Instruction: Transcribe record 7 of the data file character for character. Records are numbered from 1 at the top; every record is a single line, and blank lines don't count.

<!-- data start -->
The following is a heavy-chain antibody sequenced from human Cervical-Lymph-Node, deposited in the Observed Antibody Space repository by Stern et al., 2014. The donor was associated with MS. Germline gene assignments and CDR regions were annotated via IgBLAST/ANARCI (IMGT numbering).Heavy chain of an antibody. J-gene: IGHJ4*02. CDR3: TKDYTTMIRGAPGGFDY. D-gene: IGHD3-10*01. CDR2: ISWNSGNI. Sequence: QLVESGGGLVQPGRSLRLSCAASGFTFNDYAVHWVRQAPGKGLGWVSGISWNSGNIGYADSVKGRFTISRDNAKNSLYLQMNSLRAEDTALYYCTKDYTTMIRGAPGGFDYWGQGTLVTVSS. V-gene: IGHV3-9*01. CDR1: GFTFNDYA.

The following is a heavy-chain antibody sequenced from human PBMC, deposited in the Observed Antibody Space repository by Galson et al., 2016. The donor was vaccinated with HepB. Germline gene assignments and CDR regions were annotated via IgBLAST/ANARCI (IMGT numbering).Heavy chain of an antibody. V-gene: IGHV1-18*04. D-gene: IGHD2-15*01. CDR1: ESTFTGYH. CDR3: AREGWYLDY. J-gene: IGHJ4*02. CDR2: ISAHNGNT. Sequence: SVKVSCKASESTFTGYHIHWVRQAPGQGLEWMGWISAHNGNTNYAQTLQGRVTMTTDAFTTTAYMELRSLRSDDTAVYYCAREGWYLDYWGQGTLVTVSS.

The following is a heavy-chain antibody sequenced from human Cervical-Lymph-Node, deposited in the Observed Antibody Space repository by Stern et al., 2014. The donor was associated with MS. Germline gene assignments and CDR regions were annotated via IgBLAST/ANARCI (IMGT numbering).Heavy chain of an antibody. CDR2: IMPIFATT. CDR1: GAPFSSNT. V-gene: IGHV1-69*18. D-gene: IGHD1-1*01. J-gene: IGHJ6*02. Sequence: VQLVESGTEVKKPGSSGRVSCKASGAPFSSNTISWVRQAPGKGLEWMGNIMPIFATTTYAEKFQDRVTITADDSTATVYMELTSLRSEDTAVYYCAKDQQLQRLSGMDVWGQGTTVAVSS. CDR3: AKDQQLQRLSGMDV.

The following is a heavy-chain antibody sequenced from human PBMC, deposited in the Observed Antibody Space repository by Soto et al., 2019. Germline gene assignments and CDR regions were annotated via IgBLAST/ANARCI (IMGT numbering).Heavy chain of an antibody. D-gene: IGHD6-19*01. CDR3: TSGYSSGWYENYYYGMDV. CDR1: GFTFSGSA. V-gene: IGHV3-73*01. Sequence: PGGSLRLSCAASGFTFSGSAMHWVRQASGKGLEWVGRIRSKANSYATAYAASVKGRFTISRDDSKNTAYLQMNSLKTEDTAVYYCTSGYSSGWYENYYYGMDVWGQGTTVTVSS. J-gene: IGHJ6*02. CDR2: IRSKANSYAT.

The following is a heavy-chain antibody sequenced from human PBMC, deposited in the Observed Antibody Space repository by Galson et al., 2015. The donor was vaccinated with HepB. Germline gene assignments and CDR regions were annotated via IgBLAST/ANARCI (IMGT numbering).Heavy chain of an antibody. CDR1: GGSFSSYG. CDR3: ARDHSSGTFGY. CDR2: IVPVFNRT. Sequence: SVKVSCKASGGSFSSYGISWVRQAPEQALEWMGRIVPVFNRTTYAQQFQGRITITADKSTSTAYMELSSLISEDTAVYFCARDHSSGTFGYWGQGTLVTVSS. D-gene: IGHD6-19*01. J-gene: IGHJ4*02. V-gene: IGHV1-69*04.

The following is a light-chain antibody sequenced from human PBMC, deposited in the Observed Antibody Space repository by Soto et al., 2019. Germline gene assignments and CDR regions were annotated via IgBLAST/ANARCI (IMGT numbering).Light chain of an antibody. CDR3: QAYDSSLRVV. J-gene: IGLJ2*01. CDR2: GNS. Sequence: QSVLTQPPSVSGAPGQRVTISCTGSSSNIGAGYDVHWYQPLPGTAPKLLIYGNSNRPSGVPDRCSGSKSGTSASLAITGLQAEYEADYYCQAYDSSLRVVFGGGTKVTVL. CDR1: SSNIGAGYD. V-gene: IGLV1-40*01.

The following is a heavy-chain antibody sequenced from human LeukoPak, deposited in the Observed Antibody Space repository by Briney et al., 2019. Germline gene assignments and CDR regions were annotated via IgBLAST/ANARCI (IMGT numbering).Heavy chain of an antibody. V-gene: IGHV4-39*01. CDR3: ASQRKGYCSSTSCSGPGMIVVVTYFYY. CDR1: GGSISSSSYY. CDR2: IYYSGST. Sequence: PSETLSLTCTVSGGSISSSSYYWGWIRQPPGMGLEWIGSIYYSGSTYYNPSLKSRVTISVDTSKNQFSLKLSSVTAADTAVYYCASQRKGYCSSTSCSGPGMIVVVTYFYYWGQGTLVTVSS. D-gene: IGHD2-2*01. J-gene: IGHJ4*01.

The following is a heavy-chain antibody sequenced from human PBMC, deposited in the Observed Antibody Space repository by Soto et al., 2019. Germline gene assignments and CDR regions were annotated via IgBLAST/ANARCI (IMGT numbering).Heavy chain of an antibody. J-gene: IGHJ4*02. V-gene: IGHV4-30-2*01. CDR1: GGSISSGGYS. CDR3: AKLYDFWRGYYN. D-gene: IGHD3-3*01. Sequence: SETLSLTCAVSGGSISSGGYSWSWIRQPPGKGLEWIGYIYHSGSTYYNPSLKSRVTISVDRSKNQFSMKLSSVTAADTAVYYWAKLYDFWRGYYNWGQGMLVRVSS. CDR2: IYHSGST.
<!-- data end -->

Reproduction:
The following is a heavy-chain antibody sequenced from human LeukoPak, deposited in the Observed Antibody Space repository by Briney et al., 2019. Germline gene assignments and CDR regions were annotated via IgBLAST/ANARCI (IMGT numbering).Heavy chain of an antibody. V-gene: IGHV4-39*01. CDR3: ASQRKGYCSSTSCSGPGMIVVVTYFYY. CDR1: GGSISSSSYY. CDR2: IYYSGST. Sequence: PSETLSLTCTVSGGSISSSSYYWGWIRQPPGMGLEWIGSIYYSGSTYYNPSLKSRVTISVDTSKNQFSLKLSSVTAADTAVYYCASQRKGYCSSTSCSGPGMIVVVTYFYYWGQGTLVTVSS. D-gene: IGHD2-2*01. J-gene: IGHJ4*01.